« AnteriorContinuar »
THE AGES OF MAN. Youth, fond youth! to thee in life's gay morning, New and wonderful are heaven and earth; Health the hills, content the fields adorning, Nature rings with melody and mirth; Love invisible, beneath, above, Conquers all things; all things yield to love. Time, swift time, from years their motion stealing, Unperceived hath sober manhood brought: Truth, her pure and humble forms revealing, Peoples fancy's fairy-land with thought; Then the heart, no longer prone to roam, Loves, loves best, the quiet bliss of home. Age, old age, in sickness, pain, and sorrow, Creeps with lengthening shadow o'er the scene; Life was yesterday, 'tis death to-morrow, And to-day the agony between: Then how longs the weary soul for thee, B.ight and beautiful eternity!
I should be loath to fall
THE ADVENTURE OF A STAR.
ADDRESSED TO A YOUNG LADY.
ASPIRATIONS OF YOUTH. HIGHER, higher will we climb Up the mount of glory, That our namnes may live through time In our country's story: Happy, when her welfare calls, He who conquers, he who falls, Deeper, deeper let us toil In the mines of knowledgeNature's wealth and learning's spoil Win from school and college ; Delve we there for richer gems Than the stars of diadems. Onward, onward will we press Through the path of duty ; Virtue is true happiness, Excellence true beauty: Minds are of supernal birth, Let us make a heaven of earth. Close and closer then we knit Hearts and hands together, Where our fireside comforts sit In the wildest weather: 0! they wander wide, who roam For the joys of life, from home. Nearer, dearer bands of love Draw our souls in union, To our Father's house above, To the saints' communion ; Thither every hope ascend, There may all our labours end.
A STAR would be a flower;
THE FALLING LEAF. WERE I a trembling leaf, On yonder stately tree, After a season gay and brief, Condemn’d to fade and flee;
And polyanthuses display'd
Our star, in melancholy state, The brilliance of their gold brocade :
Still sigh'd to find itself alone, Here hyacinths of heavenly blue
Neglected, cold, and desolate, Shook their rich tresses to the morn,
Unknowing and unknown.
It saw that circlet empty in the sky
In that same instant, sore amazed,
On the strange blank all nature gazed; Was sweeter, in the blast of death,
Travellers, bewilderd for their guide, Than all the lavish fragrance of the thyme. In glens and forests lost their way;
And ships, on ocean's trackless tide, Amidst this gorgeous train,
Went fearfully astray. Our truant star shone forth in vain ;
The star, now wiser for its folly, knew
Its duty, dignity, and bliss at home;
Resolved no more to roam.
One bint the humble bard may send - Astronomers may shake their polls,
To her for whom these lines are penn'd: And tell me,-every orb that rolls
-0 may it be enough for her Through heaven's sublime expanse
To shine in her own character ! Is sun or world, whose speed and size
O may she be content to grace,
On earth, in heaven, her proper place!
MAKE WAY FOR LIBERTY.
On the exploit of Arnold Winkelried at the baule or Sem-A star's a star-but when I think
pach, in which the Swiss, fighting for their independ. Of sun or world, the star I sink;
ence, totally defeated the Austrians, in the fourteenth Wherefore in verse, at least in mine,
century. Stars, like themselves, in spite of fate, shall shine.
“MAKE way for liberty !!--he cried;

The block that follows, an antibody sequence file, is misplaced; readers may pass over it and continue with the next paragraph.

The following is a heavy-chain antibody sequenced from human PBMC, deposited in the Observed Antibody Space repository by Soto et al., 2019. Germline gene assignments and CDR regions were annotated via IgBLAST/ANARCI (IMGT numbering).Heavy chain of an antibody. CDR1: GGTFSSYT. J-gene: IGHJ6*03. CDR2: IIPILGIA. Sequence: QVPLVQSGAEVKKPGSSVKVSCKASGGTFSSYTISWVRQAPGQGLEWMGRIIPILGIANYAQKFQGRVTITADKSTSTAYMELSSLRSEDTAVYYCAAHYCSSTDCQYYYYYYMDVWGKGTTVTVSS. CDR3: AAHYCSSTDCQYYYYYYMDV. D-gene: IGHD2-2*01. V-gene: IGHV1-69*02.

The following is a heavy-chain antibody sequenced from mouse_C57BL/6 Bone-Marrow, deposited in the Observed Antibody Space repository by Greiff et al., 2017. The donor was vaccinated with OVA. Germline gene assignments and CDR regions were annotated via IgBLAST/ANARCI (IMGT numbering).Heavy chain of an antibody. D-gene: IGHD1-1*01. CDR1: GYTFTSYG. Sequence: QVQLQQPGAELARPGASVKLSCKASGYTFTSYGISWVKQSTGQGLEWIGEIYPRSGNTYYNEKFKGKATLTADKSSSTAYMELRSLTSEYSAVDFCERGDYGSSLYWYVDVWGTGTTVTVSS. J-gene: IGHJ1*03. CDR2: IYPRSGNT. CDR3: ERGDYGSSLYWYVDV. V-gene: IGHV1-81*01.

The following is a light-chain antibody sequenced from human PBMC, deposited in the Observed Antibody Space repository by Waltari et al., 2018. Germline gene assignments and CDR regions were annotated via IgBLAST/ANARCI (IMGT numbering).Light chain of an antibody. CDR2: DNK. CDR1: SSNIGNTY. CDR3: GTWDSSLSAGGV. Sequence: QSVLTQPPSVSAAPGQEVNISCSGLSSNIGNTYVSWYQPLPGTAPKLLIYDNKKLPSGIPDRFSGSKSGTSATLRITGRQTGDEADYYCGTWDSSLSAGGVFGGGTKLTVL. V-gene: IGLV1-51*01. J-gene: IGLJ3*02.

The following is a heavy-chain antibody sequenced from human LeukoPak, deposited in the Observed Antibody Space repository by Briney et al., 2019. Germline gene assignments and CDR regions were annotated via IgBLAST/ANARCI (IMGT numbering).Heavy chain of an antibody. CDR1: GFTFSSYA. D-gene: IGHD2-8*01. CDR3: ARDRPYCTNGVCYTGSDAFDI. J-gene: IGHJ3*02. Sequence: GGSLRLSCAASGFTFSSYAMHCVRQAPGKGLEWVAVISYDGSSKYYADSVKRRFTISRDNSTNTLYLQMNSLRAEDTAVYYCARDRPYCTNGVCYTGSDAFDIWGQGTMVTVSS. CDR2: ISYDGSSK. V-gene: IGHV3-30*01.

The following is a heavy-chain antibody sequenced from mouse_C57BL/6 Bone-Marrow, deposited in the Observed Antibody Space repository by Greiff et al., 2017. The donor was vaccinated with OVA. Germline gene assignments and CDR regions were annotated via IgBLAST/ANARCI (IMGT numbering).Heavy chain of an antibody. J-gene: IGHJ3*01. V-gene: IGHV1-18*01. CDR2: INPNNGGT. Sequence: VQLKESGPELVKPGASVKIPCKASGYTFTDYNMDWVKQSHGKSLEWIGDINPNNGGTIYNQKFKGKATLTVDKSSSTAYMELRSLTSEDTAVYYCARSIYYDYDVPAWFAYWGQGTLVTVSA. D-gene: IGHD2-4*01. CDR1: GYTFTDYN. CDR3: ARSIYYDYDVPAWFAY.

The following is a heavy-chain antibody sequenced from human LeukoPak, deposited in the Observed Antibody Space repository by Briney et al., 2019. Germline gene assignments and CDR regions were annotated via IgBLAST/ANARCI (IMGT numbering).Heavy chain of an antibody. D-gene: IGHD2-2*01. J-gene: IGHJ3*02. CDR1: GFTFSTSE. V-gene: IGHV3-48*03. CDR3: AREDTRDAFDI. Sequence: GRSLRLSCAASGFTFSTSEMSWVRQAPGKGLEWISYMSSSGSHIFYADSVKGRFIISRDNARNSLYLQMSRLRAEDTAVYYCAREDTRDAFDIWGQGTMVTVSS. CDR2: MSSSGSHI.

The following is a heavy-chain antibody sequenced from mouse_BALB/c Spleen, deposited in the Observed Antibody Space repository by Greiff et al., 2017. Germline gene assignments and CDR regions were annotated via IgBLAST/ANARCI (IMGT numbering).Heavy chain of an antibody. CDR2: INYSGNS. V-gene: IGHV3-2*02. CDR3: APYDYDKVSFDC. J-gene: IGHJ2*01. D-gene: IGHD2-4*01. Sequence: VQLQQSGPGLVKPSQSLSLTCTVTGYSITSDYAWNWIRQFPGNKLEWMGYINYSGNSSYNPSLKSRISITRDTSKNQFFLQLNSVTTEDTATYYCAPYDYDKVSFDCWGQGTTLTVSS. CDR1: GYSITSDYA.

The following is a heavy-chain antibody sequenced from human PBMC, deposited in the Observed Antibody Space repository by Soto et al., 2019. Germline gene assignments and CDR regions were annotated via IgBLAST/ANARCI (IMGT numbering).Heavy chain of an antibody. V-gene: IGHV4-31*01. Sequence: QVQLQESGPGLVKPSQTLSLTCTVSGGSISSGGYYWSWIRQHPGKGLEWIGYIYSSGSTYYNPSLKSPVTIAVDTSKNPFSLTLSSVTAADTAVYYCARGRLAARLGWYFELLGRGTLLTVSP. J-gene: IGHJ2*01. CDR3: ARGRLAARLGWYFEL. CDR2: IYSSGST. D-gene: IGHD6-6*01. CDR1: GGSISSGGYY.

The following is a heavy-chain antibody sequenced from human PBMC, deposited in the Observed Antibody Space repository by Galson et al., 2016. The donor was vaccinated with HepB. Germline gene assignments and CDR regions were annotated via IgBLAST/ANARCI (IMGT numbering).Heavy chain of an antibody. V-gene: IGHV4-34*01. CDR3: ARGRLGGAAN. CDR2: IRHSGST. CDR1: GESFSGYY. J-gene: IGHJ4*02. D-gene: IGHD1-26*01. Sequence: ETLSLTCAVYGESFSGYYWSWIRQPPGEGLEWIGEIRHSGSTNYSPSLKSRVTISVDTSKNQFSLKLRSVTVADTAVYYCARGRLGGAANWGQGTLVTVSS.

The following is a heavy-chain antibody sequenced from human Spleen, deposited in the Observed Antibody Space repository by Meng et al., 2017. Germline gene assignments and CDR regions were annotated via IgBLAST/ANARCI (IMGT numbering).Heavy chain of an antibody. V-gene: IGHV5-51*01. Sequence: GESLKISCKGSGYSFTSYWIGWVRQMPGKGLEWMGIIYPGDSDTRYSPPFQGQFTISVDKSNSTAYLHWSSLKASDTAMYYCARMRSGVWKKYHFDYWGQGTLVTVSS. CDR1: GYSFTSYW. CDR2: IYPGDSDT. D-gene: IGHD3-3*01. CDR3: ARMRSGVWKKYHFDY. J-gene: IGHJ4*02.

Made way for liberty, and died !
In arms the Austrian phalanx stood,
A living wall, a human wood! No fellowship the stranger found.
A wall, where every conscious stone Those lowliest children of the earth,
Seem'd to its kindred thousands grown; That never leave their mother's lap,
A rampart all assaults to bear, Companions in their harmless mirth,
Till time to dust their frames should wear; Were smiling, blushing, dancing there,
A wood like that enchanted grove* Feasting on dew, and light, and air,
In which with fiends Rinaldo strove, And fearing no mishap,
Where every silent tree possess'd Save from the hand of lady fair,
A spirit prisond in its breast, Who, on her wonted walk,
Which the first stroke of coming strife Pluck'd one and then another,
Would startle into hideous life, A sister or a brother,
So dense, so still, the Austrians stood, From its elastic stalk;
A living wall, a human wood ! Happy, no doubt, for one sharp pang, to die
Impregnable their front appears, On her sweet bosom, withering in her eye.
All horrent with projected spears,
Whose polish'd points before them shine, Thus all day long that star's hard lot,
From flank to flank, one brilliant line, While bliss and beauty ran to waste,
Bright as the breakers' splendours run Was but to witness on the spot
Along the billows, to the sun. Beauty and bliss it could not taste,
Opposed to these a hovering band
Contended for their native land:
Peasants, whose new-found strength had broke
From manly necks th' ignoble yoke,
And forged their fetters into swords,
On equal terms to fight their lords: Glow'd like a fairy-palace with its beams;
And what insurgent rage had gain'd, In vain, for sleep on all the borders lay,
In many a mortal fray maintain'd; The flowers were laughing in the land of dreams,
• See Tasso's Jerusalem Delivered, canto xviii.
An earthquake could not overthrow A city with a surer blow.
Thus Switzerland again was free: Thus death inade way for liberty!
FOR THE FIRST LEAF OF A LADY'S
Marshallid once more at freedom's call,
And now the work of life and death
It must not be: This day, this hour,
It did depend on one, indeed;
But 'twas no sooner thought than done,
“Make way for liberty !” he cried,
“ Make way for liberty !” he cried ;
Swift to the breach his comrades fly;
FLOWER after flower comes forth in spring,
THE FIRST LEAF OF AN ALBUM.
Ut pictura, poesis.- Hor. de Art. Poet.
Two lovely sisters here unite
3 D 3